They sat in a circle, reflecting on four football seasons that have been exhilarating and disheartening. Four seasons that saw them crawl out from underneath a pile of losses to become national playoff contenders. Four seasons, during which they persevered in the face of their program's downgrading.
Towson State winds up its season today against visiting Morgan State. And for the seniors who have transformed the Tigers from a Division I-AA doormat into a formidable team, it promises to be emotional.
Today marks the end of an era for Towson State, which will bid goodbye to its last scholarship players. Next year, the Tigers move into the ECAC Intercollegiate Football Conference, a nonscholarship league of Division I-AA and II schools.
The seniors -- like quarterback Dan Crowley, wide receiver Mark Orlando, cornerback Marcellus Campbell, linebacker Mike Arbutina and running backs John Swigart and Brian McCarty -- leave some admirable work behind. They have helped Towson State erase five years of Division I futility -- the Tigers were 14-38 during that span -- by paving the way to 15 wins the past two seasons.
Crowley and Orlando own virtually all of the school's passing and receiving records. McCarty could become the school's all-time leading scorer today, and is second in career rushing yards only to Tony Vinson, now with the San Diego Chargers. Swigart is the team's most underrated player. Campbell and Arbutina, the second-leading tackler in school history, have been keys to an excellent defense this year.
The seniors weren't all smiles, though. Besides feeling sad about the breakup of their close group, they took some parting shots at the school's administration over its decision four years ago to phase out football scholarships.
"It feels good, when I think back to the year  when we were 1-10. Everybody expected to lose," Campbell said. "Now, we expect nothing less but to win. Now, we talk about playoffs. That's amazing. But now that they're taking away scholarships, it's kind of disappointing."
The seniors went beyond the loss of scholarships. They said they have grown tired of playing good football on a campus where few seem to care. They routinely play before crowds of around 1,500. That's less than a third of capacity at Minnegan Stadium, where the school has banned tailgating, a restriction that has not helped attendance.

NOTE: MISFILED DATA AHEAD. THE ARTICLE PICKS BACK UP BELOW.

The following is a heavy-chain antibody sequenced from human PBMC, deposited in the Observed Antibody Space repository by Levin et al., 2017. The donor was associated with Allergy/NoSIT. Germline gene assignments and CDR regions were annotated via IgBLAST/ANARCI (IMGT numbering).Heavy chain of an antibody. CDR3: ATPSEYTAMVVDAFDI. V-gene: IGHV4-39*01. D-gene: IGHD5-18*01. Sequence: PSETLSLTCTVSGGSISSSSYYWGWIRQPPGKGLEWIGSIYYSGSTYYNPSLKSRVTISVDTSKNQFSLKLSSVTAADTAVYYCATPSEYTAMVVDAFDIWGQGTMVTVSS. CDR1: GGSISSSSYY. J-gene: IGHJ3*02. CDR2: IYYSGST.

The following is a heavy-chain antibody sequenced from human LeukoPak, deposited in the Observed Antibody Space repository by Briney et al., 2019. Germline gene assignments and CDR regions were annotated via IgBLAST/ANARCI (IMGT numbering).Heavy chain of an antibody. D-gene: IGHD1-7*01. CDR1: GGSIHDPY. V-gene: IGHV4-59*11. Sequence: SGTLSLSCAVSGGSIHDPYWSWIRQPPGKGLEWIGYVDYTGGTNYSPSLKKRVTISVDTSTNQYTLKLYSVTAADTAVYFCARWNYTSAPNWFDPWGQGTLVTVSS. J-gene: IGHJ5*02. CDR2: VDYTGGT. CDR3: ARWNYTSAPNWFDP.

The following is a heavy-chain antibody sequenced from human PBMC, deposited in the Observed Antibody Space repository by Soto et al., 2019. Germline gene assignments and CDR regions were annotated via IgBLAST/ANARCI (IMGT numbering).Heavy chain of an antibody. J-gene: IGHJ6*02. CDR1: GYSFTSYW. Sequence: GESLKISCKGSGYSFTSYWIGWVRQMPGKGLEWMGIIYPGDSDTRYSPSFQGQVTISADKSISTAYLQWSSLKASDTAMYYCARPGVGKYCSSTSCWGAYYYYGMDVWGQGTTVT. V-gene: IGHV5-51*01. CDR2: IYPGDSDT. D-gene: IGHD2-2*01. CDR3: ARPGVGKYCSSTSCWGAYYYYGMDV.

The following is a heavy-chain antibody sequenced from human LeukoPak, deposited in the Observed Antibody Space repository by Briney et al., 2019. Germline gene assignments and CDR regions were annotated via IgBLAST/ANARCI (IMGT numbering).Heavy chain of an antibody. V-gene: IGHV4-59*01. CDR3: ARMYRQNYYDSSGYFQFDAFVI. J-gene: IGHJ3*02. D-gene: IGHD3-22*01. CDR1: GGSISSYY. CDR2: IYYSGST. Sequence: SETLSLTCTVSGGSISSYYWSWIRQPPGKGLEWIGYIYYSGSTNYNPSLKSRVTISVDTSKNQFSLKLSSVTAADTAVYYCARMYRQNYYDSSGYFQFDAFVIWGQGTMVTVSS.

"And it's not just the administration. It's fund-raising. It's the alumni. There's no support," Swigart said.
Orlando, one of the nation's top I-AA receivers this year, said, "They blame the football program as the cause for their economic problems," he said. "Not yet have I heard anyone look inward and take any blame."
Athletic director Billy Hunter said the players' anger is based on faulty perceptions.
Towson State maintains a 21-sport athletic program on an annual $4 million budget, half of which goes toward salaries and 100 scholarships. Several years after going to Division I in football, Hunter said football scholarships topped out at 50 -- at a cost of $350,000 -- and the school ran into budget deficits in the $250,000 range.
The school froze athletic department salaries, then discussed eliminating football. They decided to keep the football program, but only by taking its scholarships and gradually redistributing them throughout the department.
Today, Hunter said that the athletic program operates with an annual surplus of about $400,000. The football team still costs the athletic department $330,000 per year.
"Economics was the overriding factor," Hunter said. "It's not that anybody here wants to do away with football. We decided to go the nonscholarship route, in lieu of not going with football at all. . . . They are appreciated."
Many of the seniors considered transferring in 1991, after the administration announced its football plans and Phil Albert stepped down as coach after the 1-10 season.
"We were at the point where we wanted to take the T's off our helmets," McCarty said. "We didn't want to play for the school anymore. We just wanted to play for each other."
After Gordy Combs was promoted from defensive coordinator to head coach, they decided to rally around him and use the perceived snub by the administration as motivation.
And as the scholarship players diminished, the team pulled off more startling achievements. In 1992, Combs' first season, Vinson carried them to a memorable homecoming victory over James Madison and a 5-5 record. Last year, the Tigers went 8-2. This year, with 19 scholarship players, Towson State won on the road at Hofstra, then ranked 20th in Division I-AA.
The Tigers will try to finish with another 8-2 record today. The seniors are determined to punctuate their achievements with one more victory.
"The bottom line is, you can't dwell on what other people think about you," Crowley said. "I take my hat off to these seniors. They made the team what it is today. We've come a long way."